The first assessment compared student opinions of the ESA21 activities to those of the previously utilized laboratory exercises. After the conversion of the Interdisciplinary Science courses to an environmental theme but before the use of the ESA21 exercises, the laboratory program for the course consisted of a series of on-campus activities examining basic principles in biology, physics, and chemistry. The exercises were a holdover from the course’s previous focus on multidisciplinary science, and they were modified (introductory material and questions added) for better relevance to the new environmental focus. As such, they were similar to many of the collections of conventional laboratory exercises in Environmental Science. An assessment instrument consisting of eight questions was given to 140 students who had completed the old laboratory program (semester before switching to ESA21 exercises) and 208 students who had completed the new laboratory program (first semester using ESA21 exercises). By comparing the student responses with the old laboratory program to the ESA21 exercises, we found that students felt convincingly that the ESA21 exercises were indeed more relevant to the course and the real world than the conventional exercises. The data is shown below, with the questions that showed a significant difference in results listed in bold. When asked to identify any lifestyle changes they would embrace as a result of their experiences in the laboratory, students who completed the ESA21 exercises listed specific activities such as insulating their homes, changing thermostat setting, or starting to carpool. Responses to the same question from students who completed the old exercises generally stressed increased environmental awareness but lacked specific lifestyle changes.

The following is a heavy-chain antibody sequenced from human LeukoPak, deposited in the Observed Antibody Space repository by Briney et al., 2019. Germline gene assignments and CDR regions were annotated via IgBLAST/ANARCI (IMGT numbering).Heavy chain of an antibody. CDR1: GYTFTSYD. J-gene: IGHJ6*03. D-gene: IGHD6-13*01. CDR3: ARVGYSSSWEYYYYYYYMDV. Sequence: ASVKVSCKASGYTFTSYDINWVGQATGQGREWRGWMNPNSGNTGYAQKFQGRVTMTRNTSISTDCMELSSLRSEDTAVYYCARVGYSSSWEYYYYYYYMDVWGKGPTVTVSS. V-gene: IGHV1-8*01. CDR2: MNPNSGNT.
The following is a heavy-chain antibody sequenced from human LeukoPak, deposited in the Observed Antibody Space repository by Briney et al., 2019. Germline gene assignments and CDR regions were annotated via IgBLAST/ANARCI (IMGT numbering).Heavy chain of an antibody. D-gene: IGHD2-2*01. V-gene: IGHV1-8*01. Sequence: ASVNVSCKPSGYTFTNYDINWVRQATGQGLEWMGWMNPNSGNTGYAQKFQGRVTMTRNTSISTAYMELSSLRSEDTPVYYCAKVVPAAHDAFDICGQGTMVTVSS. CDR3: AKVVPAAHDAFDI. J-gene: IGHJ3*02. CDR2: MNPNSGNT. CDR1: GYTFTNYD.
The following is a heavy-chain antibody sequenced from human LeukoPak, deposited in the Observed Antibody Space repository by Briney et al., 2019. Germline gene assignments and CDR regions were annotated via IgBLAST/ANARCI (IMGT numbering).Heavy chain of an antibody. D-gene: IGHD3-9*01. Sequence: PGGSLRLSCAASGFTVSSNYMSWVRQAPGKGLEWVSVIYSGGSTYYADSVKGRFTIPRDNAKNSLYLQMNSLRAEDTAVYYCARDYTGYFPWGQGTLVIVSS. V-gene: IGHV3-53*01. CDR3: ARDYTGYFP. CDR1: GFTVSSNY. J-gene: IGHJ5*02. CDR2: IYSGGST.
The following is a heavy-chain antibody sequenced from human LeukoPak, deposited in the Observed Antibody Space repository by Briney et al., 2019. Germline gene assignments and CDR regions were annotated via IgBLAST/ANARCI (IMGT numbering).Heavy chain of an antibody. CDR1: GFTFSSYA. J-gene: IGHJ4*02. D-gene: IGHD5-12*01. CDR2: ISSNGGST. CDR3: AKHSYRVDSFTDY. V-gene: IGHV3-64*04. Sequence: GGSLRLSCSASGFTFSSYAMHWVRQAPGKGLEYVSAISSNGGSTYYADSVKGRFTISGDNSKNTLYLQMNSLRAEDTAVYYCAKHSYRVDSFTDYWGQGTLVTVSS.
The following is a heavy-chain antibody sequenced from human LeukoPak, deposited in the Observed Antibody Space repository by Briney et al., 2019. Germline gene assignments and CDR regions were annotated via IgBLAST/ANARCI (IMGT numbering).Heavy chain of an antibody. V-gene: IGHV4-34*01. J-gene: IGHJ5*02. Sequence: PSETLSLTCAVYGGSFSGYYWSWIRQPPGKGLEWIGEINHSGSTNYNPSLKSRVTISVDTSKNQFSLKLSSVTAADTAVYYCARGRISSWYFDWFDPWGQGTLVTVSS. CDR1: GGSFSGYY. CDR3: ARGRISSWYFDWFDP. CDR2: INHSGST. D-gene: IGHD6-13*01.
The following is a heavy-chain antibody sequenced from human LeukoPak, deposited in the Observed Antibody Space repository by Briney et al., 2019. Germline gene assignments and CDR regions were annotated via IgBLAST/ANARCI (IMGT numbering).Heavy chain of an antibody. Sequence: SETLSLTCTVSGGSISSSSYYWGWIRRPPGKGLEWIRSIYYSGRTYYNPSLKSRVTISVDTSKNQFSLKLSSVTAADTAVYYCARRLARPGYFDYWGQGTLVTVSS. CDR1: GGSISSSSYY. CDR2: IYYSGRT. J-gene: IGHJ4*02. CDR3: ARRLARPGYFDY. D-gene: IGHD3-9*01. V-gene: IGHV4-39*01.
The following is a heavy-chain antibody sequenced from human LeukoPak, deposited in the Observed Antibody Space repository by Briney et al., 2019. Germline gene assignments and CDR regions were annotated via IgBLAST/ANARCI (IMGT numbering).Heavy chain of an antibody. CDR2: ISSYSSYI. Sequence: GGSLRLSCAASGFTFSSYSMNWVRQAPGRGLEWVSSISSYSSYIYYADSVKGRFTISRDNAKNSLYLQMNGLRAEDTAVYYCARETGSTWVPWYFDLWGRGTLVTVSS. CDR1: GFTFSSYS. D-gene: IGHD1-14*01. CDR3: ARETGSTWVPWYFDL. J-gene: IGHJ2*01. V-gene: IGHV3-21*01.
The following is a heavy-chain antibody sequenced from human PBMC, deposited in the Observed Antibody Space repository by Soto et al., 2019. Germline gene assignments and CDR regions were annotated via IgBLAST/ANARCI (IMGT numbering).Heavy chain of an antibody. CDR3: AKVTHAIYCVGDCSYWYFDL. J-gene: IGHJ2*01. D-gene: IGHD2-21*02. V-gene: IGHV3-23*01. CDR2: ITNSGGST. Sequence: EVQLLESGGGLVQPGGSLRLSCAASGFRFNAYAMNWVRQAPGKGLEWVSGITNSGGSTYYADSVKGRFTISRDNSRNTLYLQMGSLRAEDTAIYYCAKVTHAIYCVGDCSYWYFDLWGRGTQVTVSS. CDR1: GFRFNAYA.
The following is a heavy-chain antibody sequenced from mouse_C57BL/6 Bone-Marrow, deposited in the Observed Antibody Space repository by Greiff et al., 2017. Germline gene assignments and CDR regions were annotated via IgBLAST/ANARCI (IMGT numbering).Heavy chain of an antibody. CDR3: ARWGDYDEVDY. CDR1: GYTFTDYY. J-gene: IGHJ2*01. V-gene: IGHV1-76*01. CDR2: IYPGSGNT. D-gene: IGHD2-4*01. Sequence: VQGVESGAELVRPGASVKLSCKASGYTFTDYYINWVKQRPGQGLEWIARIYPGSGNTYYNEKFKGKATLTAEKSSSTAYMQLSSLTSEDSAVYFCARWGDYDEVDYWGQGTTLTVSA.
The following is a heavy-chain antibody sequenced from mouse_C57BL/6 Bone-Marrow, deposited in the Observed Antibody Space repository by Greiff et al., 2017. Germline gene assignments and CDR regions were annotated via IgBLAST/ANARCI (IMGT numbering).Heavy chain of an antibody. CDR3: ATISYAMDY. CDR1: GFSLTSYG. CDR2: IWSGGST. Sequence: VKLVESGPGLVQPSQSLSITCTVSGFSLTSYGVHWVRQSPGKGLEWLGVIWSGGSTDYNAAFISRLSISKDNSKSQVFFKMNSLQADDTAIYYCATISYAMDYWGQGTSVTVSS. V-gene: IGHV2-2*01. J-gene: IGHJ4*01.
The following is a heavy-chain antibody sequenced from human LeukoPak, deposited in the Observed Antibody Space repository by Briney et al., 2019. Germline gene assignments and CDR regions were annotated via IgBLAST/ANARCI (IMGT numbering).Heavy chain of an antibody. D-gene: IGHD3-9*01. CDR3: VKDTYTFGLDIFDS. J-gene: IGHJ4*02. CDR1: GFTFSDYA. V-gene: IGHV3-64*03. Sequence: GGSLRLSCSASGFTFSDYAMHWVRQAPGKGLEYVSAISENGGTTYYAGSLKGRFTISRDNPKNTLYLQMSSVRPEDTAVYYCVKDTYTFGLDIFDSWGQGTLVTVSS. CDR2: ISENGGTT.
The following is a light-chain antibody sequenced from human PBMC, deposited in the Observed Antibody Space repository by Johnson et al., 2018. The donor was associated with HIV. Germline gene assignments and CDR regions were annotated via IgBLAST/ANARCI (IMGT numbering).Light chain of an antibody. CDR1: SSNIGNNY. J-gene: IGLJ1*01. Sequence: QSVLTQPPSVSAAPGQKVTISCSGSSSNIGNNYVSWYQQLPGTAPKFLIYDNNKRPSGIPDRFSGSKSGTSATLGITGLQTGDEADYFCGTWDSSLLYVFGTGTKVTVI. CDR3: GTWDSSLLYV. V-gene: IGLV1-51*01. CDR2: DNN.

Pratte, John and Laposata, Matthew, "Student Assessment: Comparing Laboratory Programs" (2017). Assessment and Feedback. 4.